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Got $10,000? Buy These 3 Dividend Stocks Yielding More Than 4%

If you have $10,000 you can afford to invest, you should consider buying some high-yielding dividend stocks. They can generate recurring cash flow for you and potentially make up for losses elsewhere in your portfolio. For example, if you invest that amount on a stock paying 4%, you would be collecting $400 in annual dividends.

Three stocks that pay even more than that and which can be pillars for your portfolio include Medical Properties Trust (NYSE: MPW), Village Super Market (NASDAQ: VLGEA), and Enbridge (NYSE: ENB). The lowest-yielding stock on this list pays 4.3% -- that's more than three times the S&P 500 average of 1.4%.

1. Medical Properties

A real estate investment trust (REIT) can make for a solid income stock to buy because it has to pay out 90% of its earnings to investors. Although the healthcare-focused REIT hasn't been performing badly this year, its shares are down 33% in 2022 or nearly double the S&P 500's drop of 18%.

Earlier this year, the REIT closed on a transaction where it sold a 50% interest in eight Massachusetts-based general acute care hospitals. While it's a reduction in assets, it demonstrated Medical Properties' shrewd management: The company banked a 47% gain on the sale of the real estate. And the $1.3 billion in cash it received from the deal will go to shrinking its debt, which totaled $10.1 billion at the end of March.

Bringing down debt and adding cash is a good move for the company and only makes it a safer buy. However, Medical Properties is not all that risky to begin with; its funds from operations (a REIT's version of net income) over the first three months of 2022 totaled $0.47 per share -- more than the company's quarterly dividend of $0.29 per share.

The falling share price has pushed Medical Properties' yield up to an incredible 7.4%. Given its strong fundamentals, this could be an underrated dividend stock to own right now.

2. Village Super Market

Investing in defensive stocks like grocery stores can be a safe move to make today. It's easier for grocery stores to pass on rising costs to consumers than it is for other businesses. That, in turn, can make them safe investments to hold amid inflation.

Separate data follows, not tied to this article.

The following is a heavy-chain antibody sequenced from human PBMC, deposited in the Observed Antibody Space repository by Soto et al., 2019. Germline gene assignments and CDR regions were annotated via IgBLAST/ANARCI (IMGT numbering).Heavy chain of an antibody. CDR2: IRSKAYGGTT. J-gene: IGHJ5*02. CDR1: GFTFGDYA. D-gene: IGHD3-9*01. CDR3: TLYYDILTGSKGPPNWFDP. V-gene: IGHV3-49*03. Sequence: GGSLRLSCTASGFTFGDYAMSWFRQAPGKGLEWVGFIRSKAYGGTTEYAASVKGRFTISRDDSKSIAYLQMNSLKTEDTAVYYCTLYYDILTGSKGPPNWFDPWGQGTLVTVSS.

Unsurprisingly, Village Super Market has been relatively stable this year as its shares are down less than 1%. And if you count its 4.3% dividend yield, then you'd be in positive territory right now if you owned the stock. Village Super Market isn't an exciting stock, but it can make for a sound investment -- it owns ShopRite and Fairway Market locations across multiple states, including New Jersey and New York.

This is a bit of an under-the-radar stock to buy as Village Super Market's shares average a 30-day volume of less than 30,000. However, with a stable business, dividend yield of 4.3%, and payout ratio of around 60%, it can make for a great dividend stock to add to your portfolio.

3. Enbridge

If you're looking for more of a mix between a good return and a high yield, then pipeline company Enbridge should be near the top of your list. It's primarily in the business of moving and transporting oil and gas, so that makes it a safer buy than other stocks in the sector. And its long-term contracts give Enbridge plenty of stability.

However, that doesn't mean it doesn't benefit from surging demand. More activity on its pipelines helps the company generate more revenue. And with the rise in oil prices this year, shares of Enbridge are up 8%. While that's not nearly as high as the 45% gains top oil and gas producer ExxonMobil's stock has amassed thus far, Enbridge will be the safer stock to hold even if oil prices come down -- which they inevitably will as supply increases. The Organization of the Petroleum Exporting Countries has been increasing production this year, and over time, that will help normalize commodity prices.

Enbridge's business is stable, as is its dividend. It has been increasing its payouts for 27 years in a row, and today it yields 6.6%. The company uses distributable cash flow (DCF), which is calculated by making adjustments to operating cash flow, to assess the strength of its dividend. And through the first three months of 2022, the company's DCF totaled 3.1 billion Canadian dollars, or CA$1.52 on a per-share basis. That's well above the CA$0.86 that Enbridge currently pays in dividends each quarter.

This high-yielding stock gives investors a way to gain exposure to the one sector that's doing well these days -- oil and gas -- without taking on excessive risk. And at the same time, you're securing a top dividend along the way.

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David Jagielski has no position in any of the stocks mentioned. The Motley Fool has positions in and recommends Enbridge. The Motley Fool has a disclosure policy.


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